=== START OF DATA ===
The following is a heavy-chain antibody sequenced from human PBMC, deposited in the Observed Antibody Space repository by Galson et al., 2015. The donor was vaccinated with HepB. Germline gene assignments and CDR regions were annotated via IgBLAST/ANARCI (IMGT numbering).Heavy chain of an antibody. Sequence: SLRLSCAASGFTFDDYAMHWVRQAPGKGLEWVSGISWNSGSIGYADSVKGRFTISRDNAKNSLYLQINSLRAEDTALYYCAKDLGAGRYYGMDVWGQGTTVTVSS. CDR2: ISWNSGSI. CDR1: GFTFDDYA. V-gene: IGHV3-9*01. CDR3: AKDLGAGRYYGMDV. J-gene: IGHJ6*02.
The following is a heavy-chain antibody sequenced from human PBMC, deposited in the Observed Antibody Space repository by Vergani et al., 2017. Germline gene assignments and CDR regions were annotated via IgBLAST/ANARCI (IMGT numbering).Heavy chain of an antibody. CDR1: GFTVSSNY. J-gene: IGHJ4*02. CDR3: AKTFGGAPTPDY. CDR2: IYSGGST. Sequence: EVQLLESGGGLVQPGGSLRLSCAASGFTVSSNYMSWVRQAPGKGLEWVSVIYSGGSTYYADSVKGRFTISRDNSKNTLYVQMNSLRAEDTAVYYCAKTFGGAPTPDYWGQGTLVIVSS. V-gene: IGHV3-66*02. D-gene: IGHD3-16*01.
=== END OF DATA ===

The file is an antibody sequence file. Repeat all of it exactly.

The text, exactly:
The following is a heavy-chain antibody sequenced from human PBMC, deposited in the Observed Antibody Space repository by Galson et al., 2015. The donor was vaccinated with HepB. Germline gene assignments and CDR regions were annotated via IgBLAST/ANARCI (IMGT numbering).Heavy chain of an antibody. Sequence: SLRLSCAASGFTFDDYAMHWVRQAPGKGLEWVSGISWNSGSIGYADSVKGRFTISRDNAKNSLYLQINSLRAEDTALYYCAKDLGAGRYYGMDVWGQGTTVTVSS. CDR2: ISWNSGSI. CDR1: GFTFDDYA. V-gene: IGHV3-9*01. CDR3: AKDLGAGRYYGMDV. J-gene: IGHJ6*02.
The following is a heavy-chain antibody sequenced from human PBMC, deposited in the Observed Antibody Space repository by Vergani et al., 2017. Germline gene assignments and CDR regions were annotated via IgBLAST/ANARCI (IMGT numbering).Heavy chain of an antibody. CDR1: GFTVSSNY. J-gene: IGHJ4*02. CDR3: AKTFGGAPTPDY. CDR2: IYSGGST. Sequence: EVQLLESGGGLVQPGGSLRLSCAASGFTVSSNYMSWVRQAPGKGLEWVSVIYSGGSTYYADSVKGRFTISRDNSKNTLYVQMNSLRAEDTAVYYCAKTFGGAPTPDYWGQGTLVIVSS. V-gene: IGHV3-66*02. D-gene: IGHD3-16*01.